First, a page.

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News added on 09.09.2019

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Working at height

What qualifies as "working at height"?

An employee was seriously injured when he fell from a lorry bed while unloading the vehicle. Was this a “fall from height”, and what was the employer expected to do to protect the employee?

The employee worked for Braithwaite Engineers Ltd, a manufacturer of steel water storage tanks and supporting towers. He was unloading a lorry at the company’s site in Wales when he fell from the lorry bed. He sustained serious injuries, including multiple fractures to his head, ribs, shoulder blade and fingers, and was absent from work for over five months as a result.

The HSE’s investigation found that the company had failed to provide its employees with suitable and clear instructions and training to ensure that they did not access lorry beds in an unsafe manner.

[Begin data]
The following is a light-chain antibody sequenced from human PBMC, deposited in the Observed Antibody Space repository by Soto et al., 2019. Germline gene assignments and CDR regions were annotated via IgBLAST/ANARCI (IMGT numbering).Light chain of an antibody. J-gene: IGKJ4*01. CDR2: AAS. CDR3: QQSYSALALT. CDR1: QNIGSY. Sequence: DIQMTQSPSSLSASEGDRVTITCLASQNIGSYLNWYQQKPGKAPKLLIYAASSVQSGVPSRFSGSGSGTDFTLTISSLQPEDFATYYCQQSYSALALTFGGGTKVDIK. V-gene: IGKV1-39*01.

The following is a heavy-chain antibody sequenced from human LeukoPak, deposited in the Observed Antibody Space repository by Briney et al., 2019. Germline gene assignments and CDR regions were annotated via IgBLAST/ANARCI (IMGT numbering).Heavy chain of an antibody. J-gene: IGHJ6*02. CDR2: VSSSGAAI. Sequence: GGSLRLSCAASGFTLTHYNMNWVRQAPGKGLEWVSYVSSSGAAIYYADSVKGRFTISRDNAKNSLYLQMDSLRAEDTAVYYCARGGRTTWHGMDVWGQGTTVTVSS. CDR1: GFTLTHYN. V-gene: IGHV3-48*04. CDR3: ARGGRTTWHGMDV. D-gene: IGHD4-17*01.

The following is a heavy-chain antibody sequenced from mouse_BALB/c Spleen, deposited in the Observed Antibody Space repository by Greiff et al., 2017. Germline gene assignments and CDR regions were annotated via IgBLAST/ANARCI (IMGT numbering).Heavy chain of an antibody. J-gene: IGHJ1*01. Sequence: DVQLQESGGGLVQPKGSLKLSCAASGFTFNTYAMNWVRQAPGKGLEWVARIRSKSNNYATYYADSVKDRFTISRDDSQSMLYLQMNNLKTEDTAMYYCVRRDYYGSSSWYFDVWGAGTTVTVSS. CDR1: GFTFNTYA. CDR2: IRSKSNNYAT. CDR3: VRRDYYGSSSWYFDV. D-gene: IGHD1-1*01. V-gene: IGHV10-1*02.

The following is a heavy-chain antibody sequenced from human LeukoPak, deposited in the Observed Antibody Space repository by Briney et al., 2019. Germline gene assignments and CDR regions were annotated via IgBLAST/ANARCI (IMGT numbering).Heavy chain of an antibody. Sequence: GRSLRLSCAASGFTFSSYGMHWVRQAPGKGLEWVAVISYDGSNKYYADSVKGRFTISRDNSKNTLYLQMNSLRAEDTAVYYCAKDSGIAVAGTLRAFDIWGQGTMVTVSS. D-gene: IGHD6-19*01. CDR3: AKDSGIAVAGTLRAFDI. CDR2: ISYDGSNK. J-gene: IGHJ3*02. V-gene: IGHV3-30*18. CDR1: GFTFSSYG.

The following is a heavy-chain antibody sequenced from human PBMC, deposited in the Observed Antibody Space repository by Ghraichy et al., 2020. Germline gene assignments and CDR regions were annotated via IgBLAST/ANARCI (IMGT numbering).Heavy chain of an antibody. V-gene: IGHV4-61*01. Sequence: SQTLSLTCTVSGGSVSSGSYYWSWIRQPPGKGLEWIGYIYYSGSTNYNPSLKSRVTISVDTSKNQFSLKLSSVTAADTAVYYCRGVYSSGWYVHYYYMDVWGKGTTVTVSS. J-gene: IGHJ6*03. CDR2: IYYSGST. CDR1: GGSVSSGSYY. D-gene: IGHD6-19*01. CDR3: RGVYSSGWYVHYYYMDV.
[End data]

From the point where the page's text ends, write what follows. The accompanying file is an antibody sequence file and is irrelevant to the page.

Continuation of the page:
Although “work at height” is usually associated with activities such as working up ladders, on roofs and scaffolding, etc., a person is considered by law to be working at height if they could be injured by falling any distance from one level to a lower one. Therefore, if employees have to carry out a task at any height, their employer is expected to assess and control the risks of falling, whatever the nature of the work involved.

Braithwaite Engineers Ltd pleaded guilty to breaching its duty under s.2(1) Health and Safety at Work etc. Act 1974 to ensure, so far as is reasonably practicable, the health, safety and welfare at work of its employees. It was fined £9,400 and ordered to pay costs of £1,680.

Although the distance the employee fell was relatively short compared to many falls from height cases, it is classed as a fall from height. The serious injuries he sustained illustrate why any work involving a risk of falling from one level to a lower one is treated as work at height. Employers must assess and control the risks of falling, including giving workers appropriate training and information and providing work at height control measures where necessary.

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